Field reports: Massive bird migration stuns Duluth counters
Despite the hot and humid weather in Duluth on Tuesday, counters with Hawk Ridge Bird Observatory witnessed a massive movement of migrating birds, according to Karl Bardon, official counter at Hawk Ridge.
The movement “stunned the counters,” Bardon said in a report on the event, which began at sunrise and continued throughout the day. And these weren’t the raptors that often pass over Hawk Ridge in great numbers. These were non-raptors such as nighthawks, woodpeckers, thrushes, warblers and waxwings.
“The total of 91,667 migrating non-raptors represents one of the highest counts ever recorded in Duluth and is certainly the largest flight of birds I have ever witnessed on the North Shore in nine years as counter at Hawk Ridge,” Bardon said.
The count included a combined total of observations from both Hawk Ridge and from a location closer to the lakeshore in both morning and evening, he said.
Bardon had help from Alex Lamoreaux, Kaija Gahm and Steve Kolbe in the count.
Highlights, by species, included:
* 33,758 warblers (19 species)
* 28,054 common nighthawks (the third-highest count for Minnesota, which followed a flight of 13,723 on Aug. 29, bringing the 2015 season total to about 50,000 nighthawks.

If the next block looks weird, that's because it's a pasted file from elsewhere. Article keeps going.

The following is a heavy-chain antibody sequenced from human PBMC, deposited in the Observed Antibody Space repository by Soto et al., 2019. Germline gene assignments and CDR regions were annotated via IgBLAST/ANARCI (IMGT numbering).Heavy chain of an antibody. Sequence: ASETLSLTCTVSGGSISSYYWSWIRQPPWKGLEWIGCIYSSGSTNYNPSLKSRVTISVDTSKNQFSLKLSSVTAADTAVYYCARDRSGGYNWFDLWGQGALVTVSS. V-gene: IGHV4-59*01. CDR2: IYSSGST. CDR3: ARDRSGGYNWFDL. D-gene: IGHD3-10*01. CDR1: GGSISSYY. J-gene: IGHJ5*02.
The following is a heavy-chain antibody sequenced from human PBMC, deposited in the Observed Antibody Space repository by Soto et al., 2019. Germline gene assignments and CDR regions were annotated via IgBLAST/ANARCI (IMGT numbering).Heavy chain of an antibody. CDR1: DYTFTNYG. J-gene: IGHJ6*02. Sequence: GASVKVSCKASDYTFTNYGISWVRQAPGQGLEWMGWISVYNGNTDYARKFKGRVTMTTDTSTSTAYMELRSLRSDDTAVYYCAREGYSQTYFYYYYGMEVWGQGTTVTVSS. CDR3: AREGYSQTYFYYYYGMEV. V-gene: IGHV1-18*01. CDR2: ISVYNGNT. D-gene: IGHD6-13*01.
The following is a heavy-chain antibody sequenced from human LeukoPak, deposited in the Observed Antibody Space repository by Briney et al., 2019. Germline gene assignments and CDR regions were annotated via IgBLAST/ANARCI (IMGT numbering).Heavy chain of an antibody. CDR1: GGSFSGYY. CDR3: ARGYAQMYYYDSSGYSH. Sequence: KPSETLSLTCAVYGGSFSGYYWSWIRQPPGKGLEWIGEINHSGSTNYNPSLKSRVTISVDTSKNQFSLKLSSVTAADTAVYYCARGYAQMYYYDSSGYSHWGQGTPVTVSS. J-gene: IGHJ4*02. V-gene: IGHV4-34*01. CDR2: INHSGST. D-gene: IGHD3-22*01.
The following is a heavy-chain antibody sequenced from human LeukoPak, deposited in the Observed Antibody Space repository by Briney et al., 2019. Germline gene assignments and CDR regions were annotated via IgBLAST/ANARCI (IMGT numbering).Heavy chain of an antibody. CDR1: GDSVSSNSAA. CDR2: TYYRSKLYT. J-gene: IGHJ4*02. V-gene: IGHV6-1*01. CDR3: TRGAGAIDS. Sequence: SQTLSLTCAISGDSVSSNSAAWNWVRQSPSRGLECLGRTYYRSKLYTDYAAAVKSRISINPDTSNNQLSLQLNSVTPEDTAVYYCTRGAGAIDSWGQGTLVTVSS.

* nine red-headed woodpeckers, which ties the local high count set in 1983
* 45 eastern kingbirds
* 1,085 blue jays
* 12,842 cedar waxwings (a state record high count)
* 198 rose-breasted grosbeaks (a state record high count)
* 1,563 red-winged blackbirds
* To view daily updates of the migration at Hawk Ridge, visit hawkridge.org or hawkcount.org.
Don’t forget doe permit applications
The Minnesota Department of Natural Resources reminds firearms and muzzleloader hunters who want to harvest antlerless deer this hunting season that they must purchase their licenses and apply for an antlerless permit by Thursday.
Antlerless deer permits are issued by lottery in designated permit areas. Some areas that have not been in the lottery classification in recent years are in that classification this year, primarily as a result of new deer population goals.